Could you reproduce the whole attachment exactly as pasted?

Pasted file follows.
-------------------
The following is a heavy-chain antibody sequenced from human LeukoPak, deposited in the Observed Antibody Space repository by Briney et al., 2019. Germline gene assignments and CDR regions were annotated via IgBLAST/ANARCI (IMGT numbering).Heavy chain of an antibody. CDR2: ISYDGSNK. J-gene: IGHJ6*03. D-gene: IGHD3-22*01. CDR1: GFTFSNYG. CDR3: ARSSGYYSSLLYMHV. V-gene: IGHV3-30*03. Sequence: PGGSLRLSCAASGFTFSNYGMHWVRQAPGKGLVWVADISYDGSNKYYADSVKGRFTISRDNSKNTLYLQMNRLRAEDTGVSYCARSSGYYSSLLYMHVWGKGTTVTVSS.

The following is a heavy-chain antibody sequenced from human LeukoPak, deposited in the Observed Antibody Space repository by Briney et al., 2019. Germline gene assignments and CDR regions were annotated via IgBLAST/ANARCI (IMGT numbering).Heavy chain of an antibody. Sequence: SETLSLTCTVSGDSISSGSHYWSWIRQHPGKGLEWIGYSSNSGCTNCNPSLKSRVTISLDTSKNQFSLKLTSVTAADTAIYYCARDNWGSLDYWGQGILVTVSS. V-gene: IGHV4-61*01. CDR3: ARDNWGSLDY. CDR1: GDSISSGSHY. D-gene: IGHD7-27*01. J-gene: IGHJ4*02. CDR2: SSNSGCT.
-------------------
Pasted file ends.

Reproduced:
The following is a heavy-chain antibody sequenced from human LeukoPak, deposited in the Observed Antibody Space repository by Briney et al., 2019. Germline gene assignments and CDR regions were annotated via IgBLAST/ANARCI (IMGT numbering).Heavy chain of an antibody. CDR2: ISYDGSNK. J-gene: IGHJ6*03. D-gene: IGHD3-22*01. CDR1: GFTFSNYG. CDR3: ARSSGYYSSLLYMHV. V-gene: IGHV3-30*03. Sequence: PGGSLRLSCAASGFTFSNYGMHWVRQAPGKGLVWVADISYDGSNKYYADSVKGRFTISRDNSKNTLYLQMNRLRAEDTGVSYCARSSGYYSSLLYMHVWGKGTTVTVSS.

The following is a heavy-chain antibody sequenced from human LeukoPak, deposited in the Observed Antibody Space repository by Briney et al., 2019. Germline gene assignments and CDR regions were annotated via IgBLAST/ANARCI (IMGT numbering).Heavy chain of an antibody. Sequence: SETLSLTCTVSGDSISSGSHYWSWIRQHPGKGLEWIGYSSNSGCTNCNPSLKSRVTISLDTSKNQFSLKLTSVTAADTAIYYCARDNWGSLDYWGQGILVTVSS. V-gene: IGHV4-61*01. CDR3: ARDNWGSLDY. CDR1: GDSISSGSHY. D-gene: IGHD7-27*01. J-gene: IGHJ4*02. CDR2: SSNSGCT.